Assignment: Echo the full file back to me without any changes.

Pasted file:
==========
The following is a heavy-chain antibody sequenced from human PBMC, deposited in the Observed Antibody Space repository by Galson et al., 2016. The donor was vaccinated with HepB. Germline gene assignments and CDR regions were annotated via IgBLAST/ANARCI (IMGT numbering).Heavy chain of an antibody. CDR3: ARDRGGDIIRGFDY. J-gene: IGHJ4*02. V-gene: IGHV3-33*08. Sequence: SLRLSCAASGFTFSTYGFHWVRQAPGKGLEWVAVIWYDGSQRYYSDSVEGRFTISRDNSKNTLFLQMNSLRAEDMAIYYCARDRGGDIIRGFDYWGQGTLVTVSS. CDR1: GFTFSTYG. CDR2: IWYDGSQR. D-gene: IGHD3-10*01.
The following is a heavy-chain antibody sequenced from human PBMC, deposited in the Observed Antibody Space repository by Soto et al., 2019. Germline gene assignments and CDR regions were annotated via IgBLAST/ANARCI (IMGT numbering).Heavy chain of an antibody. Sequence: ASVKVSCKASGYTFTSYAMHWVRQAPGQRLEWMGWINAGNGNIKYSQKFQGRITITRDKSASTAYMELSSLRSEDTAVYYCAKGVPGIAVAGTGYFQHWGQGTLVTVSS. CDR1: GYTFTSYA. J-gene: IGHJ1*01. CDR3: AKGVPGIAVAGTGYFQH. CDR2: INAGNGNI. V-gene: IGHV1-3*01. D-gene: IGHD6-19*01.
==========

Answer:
The following is a heavy-chain antibody sequenced from human PBMC, deposited in the Observed Antibody Space repository by Galson et al., 2016. The donor was vaccinated with HepB. Germline gene assignments and CDR regions were annotated via IgBLAST/ANARCI (IMGT numbering).Heavy chain of an antibody. CDR3: ARDRGGDIIRGFDY. J-gene: IGHJ4*02. V-gene: IGHV3-33*08. Sequence: SLRLSCAASGFTFSTYGFHWVRQAPGKGLEWVAVIWYDGSQRYYSDSVEGRFTISRDNSKNTLFLQMNSLRAEDMAIYYCARDRGGDIIRGFDYWGQGTLVTVSS. CDR1: GFTFSTYG. CDR2: IWYDGSQR. D-gene: IGHD3-10*01.
The following is a heavy-chain antibody sequenced from human PBMC, deposited in the Observed Antibody Space repository by Soto et al., 2019. Germline gene assignments and CDR regions were annotated via IgBLAST/ANARCI (IMGT numbering).Heavy chain of an antibody. Sequence: ASVKVSCKASGYTFTSYAMHWVRQAPGQRLEWMGWINAGNGNIKYSQKFQGRITITRDKSASTAYMELSSLRSEDTAVYYCAKGVPGIAVAGTGYFQHWGQGTLVTVSS. CDR1: GYTFTSYA. J-gene: IGHJ1*01. CDR3: AKGVPGIAVAGTGYFQH. CDR2: INAGNGNI. V-gene: IGHV1-3*01. D-gene: IGHD6-19*01.